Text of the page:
Congresswoman Barbara Lee Was the Only House Member to oppose the Bush administration’s idiotic — and endless — “War on Terror,” as detailed here in this brilliant piece by Gregory D. Johnsen.
“Written in the frenzied, emotional days after 9/11, the Authorization for the Use of Military Force was intended to give President Bush the ability to retaliate against whoever orchestrated the attacks,” read the sub-headline for the story in BuzzFeed. “But more than 12 years later, this sentence remains the primary legal justification for nearly every covert operation around the world. Here’s how it came to be, and what it’s since come to mean.”
Now, with President Trump seemingly on the verge of supporting a coup against Venezuelan President Nicolás Maduro, a few members of congress have written an important letter to Trump’s Secretary of State and former CIA Director Mike Pompeo.
Of course, Maduro opposes his own removal from power. “People from #USA, I ask for your support in order to reject the interference of Donald Trump’s administration which intends to turn my Homeland into a “Vietnam war” in Latin America,” he tweeted today. “Don’t allow it!”
I’m with Maduro and I am not a shill for him, or for any other government official. As I wrote here yesterday, “I have a lot of problems with Maduro. I’m not sure if it was his intention or whether he’s been pushed towards authoritarianism by U.S. pressure—in addition to support for the opposition, economic sanctions that are bleeding the country and starving its people—but I oppose many of his policies and actions. I also feel badly for the Venezuelan people. Whether because of U.S. policies or Maduro’s, no doubt both, they’re suffering.”
But I believe what the great journalist I.F. Stone once wrote: “All governments are run by liars and nothing they say should be believed.” Sadly, most American journalists believe that only foreign governments lie and are remarkably credulous about their own leaders. I guess that’s how they get ahead.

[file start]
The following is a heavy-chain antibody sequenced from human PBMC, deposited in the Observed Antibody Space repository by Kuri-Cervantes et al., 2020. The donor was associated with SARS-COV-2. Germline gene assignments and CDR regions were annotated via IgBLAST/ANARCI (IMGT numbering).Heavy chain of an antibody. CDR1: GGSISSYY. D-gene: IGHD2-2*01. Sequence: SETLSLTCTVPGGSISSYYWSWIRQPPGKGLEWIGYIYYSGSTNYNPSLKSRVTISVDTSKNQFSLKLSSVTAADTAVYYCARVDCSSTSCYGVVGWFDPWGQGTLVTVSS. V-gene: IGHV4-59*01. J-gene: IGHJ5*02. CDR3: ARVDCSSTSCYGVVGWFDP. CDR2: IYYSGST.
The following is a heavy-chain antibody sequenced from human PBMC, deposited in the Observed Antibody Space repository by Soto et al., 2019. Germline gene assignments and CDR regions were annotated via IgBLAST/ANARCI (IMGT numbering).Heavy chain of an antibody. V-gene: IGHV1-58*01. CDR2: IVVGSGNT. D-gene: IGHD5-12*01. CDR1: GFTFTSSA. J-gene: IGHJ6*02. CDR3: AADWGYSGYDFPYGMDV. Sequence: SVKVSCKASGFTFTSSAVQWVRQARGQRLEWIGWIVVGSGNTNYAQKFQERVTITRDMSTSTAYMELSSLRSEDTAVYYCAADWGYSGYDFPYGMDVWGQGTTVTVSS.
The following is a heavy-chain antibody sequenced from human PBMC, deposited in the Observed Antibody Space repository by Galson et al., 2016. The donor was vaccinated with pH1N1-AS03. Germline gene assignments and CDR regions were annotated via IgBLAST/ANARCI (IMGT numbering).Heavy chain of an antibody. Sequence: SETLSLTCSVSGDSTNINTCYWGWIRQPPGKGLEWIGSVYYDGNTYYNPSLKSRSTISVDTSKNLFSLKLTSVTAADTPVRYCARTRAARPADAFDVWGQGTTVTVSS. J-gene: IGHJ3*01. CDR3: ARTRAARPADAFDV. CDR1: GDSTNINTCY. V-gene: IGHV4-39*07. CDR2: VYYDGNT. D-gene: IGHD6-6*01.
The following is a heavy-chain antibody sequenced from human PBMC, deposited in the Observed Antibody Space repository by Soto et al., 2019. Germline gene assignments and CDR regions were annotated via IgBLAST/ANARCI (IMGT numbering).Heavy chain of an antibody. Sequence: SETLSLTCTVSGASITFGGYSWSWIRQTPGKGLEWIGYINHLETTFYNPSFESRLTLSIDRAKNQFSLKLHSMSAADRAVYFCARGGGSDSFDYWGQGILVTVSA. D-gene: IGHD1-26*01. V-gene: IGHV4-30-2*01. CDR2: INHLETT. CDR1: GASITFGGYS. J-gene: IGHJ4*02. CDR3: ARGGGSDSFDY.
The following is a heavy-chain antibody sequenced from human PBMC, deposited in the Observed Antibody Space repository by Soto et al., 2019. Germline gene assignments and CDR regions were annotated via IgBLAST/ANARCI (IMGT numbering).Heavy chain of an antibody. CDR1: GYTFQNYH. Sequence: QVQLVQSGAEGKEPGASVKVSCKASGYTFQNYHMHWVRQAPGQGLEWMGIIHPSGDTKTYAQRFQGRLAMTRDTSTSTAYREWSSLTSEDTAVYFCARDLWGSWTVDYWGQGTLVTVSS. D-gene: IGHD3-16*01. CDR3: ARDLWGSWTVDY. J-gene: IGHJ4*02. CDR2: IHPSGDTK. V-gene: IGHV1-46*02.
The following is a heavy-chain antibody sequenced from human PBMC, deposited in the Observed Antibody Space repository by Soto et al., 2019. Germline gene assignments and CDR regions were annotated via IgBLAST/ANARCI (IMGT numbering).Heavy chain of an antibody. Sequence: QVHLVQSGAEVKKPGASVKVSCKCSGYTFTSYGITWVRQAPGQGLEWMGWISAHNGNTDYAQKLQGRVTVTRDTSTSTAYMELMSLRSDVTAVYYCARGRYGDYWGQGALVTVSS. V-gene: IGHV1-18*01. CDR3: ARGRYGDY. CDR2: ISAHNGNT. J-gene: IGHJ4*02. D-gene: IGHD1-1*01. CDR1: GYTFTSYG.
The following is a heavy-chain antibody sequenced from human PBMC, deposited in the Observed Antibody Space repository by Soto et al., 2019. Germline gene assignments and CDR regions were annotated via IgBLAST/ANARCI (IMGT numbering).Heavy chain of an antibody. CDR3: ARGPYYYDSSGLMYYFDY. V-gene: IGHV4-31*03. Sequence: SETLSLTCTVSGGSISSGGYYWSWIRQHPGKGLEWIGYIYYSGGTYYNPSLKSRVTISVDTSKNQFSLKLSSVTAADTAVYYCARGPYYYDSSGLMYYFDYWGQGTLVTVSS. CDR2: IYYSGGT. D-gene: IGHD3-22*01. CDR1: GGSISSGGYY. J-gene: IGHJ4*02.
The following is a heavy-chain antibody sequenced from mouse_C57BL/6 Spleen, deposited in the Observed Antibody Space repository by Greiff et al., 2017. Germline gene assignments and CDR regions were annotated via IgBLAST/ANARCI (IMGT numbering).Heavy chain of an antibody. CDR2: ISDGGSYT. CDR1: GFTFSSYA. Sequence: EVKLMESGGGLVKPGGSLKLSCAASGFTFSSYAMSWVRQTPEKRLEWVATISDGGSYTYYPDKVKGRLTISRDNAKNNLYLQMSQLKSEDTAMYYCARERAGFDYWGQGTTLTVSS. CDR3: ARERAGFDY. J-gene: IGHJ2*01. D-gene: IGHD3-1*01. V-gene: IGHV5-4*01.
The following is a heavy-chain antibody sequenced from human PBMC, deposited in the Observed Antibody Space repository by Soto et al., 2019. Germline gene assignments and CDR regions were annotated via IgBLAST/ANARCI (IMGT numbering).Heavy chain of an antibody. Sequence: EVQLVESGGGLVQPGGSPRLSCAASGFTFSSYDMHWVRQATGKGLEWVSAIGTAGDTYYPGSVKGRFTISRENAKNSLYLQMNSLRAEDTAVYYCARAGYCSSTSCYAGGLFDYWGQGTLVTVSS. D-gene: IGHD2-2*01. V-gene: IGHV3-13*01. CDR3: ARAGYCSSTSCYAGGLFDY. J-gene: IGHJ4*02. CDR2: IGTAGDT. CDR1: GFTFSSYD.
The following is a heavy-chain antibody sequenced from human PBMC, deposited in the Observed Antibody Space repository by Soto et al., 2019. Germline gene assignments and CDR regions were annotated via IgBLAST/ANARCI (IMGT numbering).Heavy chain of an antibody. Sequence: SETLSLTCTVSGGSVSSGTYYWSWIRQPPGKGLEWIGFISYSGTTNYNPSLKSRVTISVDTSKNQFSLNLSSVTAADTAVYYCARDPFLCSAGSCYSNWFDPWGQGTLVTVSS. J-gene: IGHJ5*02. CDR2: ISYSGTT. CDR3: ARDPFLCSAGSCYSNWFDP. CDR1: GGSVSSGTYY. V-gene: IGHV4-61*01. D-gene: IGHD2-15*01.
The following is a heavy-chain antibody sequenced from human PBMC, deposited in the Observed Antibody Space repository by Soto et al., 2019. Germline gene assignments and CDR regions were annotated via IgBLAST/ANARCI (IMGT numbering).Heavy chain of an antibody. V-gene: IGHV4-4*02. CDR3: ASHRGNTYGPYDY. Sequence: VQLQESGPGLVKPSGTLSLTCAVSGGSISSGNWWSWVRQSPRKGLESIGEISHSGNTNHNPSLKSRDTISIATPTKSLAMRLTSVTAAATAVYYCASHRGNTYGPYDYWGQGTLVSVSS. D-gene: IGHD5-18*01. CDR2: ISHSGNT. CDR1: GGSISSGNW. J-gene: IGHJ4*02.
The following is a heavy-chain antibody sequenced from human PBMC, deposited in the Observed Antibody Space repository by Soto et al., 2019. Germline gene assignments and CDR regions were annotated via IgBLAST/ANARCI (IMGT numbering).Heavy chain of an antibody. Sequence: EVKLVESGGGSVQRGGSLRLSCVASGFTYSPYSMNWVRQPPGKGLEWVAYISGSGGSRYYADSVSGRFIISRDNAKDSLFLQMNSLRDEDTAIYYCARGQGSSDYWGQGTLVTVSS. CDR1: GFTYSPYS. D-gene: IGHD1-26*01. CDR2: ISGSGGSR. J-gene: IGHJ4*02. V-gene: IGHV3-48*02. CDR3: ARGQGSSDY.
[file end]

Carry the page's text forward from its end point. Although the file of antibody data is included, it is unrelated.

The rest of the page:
Please read what I wrote yesterday, the story focuses on how the New York Times published a story by Wil Hylton about a cravenly corrupt and sinister — but handsome! — Venezuelan opposition leader that was fed to him by a Washington lobbyist. I also said, “I have problems with Maduro, but at times like this you take sides and right now there are only two. I’m for him and against the U.S. and the rancid old oligarchy, as Chavez called the opposition, which is masquerading as a democratic force only with the help of Hylton and other media accomplices.”
In any case, Congresswoman Lee has opposed the Trump administration’s regime change effort in Venezuela and thankfully she has company. Members of the Congressional Progressive Caucus have written Pompeo to oppose war on Venezuela. As I understand it, and I may have some details wrong, Representatives Ro Khanna, Eddie Bernice Johnson, Raul Grijalva, Ilhan Omar and Pramila Jayapal have signed. Two more signers are needed in order to get to get the letter officially published.